Washington's Coast
Washington State Department of Ecology

big waves
rip currents
sneaker waves

Rip current
Currents pulling out
Rip currents are strong swift currents rushing from shore out to sea. Rip currents form when longshore currents, which move parallel to the beach, turn seaward. Rip currents can occur where there is a break in a nearshore sandbar or where current is directed by a jetty or a groin. Some rip currents last for a few hours; others are permanent. Rip currents range from 50 to 100 feet or more in width. They can extend up to 1000 feet offshore.
Rip current, Ocean Shores, April 1998

Rip current, Ocean Shores, April 1998.
Signs of a rip current
  • darker water, indicating deep water
  • murky brown water, due to stirred up sand or increased depth
  • waves breaking further out on both sides of a rip
  • debris floating out to sea
  • foamy or choppy surface
Also called an undertow
Rip currents are sometimes called an "undertow." Rip currents, however, mainly pull out. People in shallow water can be caught in rip currents and quickly pulled out into deep water. Water in a rip current flows seaward at about 3 to 6 feet per second -- faster than most people can swim.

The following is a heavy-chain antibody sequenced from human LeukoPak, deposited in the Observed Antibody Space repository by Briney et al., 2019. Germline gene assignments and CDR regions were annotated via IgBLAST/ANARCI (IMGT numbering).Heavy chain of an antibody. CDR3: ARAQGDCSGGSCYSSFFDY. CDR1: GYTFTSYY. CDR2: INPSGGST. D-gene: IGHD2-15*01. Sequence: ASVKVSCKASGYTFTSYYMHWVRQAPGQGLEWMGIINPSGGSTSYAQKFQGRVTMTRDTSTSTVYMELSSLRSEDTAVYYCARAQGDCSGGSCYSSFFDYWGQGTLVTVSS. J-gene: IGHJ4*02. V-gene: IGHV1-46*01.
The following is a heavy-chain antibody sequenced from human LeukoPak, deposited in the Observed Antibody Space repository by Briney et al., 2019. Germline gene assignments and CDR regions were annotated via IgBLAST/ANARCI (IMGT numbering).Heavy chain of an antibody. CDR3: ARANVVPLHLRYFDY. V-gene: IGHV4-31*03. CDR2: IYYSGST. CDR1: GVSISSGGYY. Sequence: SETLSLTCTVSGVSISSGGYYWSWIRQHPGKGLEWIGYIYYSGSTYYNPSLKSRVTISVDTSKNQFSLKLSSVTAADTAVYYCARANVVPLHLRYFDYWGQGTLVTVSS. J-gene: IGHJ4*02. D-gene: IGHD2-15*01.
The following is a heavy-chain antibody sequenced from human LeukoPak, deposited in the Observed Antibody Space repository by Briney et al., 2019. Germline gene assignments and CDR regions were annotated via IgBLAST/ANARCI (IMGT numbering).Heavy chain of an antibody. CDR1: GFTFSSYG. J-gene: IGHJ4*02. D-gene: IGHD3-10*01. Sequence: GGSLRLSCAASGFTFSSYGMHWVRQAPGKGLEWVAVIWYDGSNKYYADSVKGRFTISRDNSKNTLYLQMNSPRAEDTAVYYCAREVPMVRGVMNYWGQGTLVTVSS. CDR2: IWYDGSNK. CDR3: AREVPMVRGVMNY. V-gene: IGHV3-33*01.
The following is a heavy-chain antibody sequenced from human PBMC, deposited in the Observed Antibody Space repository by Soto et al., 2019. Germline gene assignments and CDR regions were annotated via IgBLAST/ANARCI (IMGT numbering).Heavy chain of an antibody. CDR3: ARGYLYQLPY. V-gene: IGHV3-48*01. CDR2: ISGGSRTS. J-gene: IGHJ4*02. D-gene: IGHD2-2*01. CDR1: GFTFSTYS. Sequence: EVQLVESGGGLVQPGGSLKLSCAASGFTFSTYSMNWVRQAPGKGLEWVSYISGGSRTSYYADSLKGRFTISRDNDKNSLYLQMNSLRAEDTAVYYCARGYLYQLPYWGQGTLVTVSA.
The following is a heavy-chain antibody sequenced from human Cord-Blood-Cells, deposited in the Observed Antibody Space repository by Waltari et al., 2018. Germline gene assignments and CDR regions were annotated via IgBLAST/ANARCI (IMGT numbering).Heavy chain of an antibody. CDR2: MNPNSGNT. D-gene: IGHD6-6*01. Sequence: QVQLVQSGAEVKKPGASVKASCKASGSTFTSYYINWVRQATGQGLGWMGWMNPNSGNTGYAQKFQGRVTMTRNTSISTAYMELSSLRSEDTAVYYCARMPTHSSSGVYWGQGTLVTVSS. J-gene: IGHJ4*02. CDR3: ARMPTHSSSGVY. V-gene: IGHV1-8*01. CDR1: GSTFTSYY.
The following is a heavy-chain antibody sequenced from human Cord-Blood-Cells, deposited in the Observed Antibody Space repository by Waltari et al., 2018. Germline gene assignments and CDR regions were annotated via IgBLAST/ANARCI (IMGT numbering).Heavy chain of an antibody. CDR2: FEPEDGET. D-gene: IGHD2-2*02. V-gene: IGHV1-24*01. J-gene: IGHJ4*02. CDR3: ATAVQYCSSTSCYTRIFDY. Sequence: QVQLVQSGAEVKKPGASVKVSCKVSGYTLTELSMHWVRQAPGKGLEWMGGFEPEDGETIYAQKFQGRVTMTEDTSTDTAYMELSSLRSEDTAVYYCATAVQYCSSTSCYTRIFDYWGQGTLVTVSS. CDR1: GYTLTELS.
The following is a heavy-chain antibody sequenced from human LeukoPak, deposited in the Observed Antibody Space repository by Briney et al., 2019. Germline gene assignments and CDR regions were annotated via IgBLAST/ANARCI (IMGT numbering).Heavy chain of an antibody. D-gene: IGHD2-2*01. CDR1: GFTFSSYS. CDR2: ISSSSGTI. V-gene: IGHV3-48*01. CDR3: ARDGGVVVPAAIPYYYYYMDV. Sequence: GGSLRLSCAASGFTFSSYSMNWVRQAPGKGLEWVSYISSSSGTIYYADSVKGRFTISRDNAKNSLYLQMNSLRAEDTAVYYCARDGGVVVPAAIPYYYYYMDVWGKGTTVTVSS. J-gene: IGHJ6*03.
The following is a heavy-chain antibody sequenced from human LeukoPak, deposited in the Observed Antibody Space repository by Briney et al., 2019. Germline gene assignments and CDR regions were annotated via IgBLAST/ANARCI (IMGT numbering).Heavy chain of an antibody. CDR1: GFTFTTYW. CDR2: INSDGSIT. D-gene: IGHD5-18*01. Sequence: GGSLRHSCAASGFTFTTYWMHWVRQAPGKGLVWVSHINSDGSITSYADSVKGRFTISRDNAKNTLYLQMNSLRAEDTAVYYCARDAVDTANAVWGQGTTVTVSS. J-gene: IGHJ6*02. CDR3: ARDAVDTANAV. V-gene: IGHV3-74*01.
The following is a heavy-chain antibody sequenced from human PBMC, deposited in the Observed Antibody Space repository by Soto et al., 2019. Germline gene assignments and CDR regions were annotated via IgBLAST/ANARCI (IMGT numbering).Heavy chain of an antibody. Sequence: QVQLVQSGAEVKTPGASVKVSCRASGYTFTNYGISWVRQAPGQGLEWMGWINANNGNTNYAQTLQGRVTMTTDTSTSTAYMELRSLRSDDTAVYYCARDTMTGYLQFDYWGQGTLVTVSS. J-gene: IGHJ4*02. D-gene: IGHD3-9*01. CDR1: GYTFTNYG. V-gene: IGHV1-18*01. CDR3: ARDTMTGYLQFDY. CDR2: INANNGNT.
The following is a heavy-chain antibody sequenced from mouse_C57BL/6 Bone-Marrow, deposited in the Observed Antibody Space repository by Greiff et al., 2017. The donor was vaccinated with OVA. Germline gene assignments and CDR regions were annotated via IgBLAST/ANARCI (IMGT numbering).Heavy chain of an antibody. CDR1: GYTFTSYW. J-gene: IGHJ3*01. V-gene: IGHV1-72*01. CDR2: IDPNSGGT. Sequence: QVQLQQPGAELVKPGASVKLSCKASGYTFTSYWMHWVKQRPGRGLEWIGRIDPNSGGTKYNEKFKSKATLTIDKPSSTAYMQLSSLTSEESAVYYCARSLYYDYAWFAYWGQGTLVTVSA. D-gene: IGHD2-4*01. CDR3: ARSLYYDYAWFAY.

If you are caught in a rip current
  • Don't panic.
  • Swim parallel to shore until you are out of the current.
  • If you can't break out, tread water and float. Call or wave for help.
  • Stay at least 100 feet away from piers and jetties. Rip currents often occur in these areas.
Rip embayment, Ocean Shores, 1998 Rip currents can cause severe erosion. Rip currents can strip as much as 6.5 feet of elevation off the beach, leaving crescent-shaped embayments. Ocean Shores, North Beach, 1998.
Rip currents are fed by currents that run parallel to the shore. These currents then turn out to sea. Outside the breaker zone, the current ends in a rip head.
Source: The Southwest Washington Coastal Erosion Study.
Images courtesy of: Brian Voigt; Greg Pelletier.

Rip Currents, National Weather Service, NOAA Rip current formation, safety tips, and links.

Rip Currents, North Carolina Sea Grant, pdf file. How rip currents work. What to do if you are caught in a rip current.

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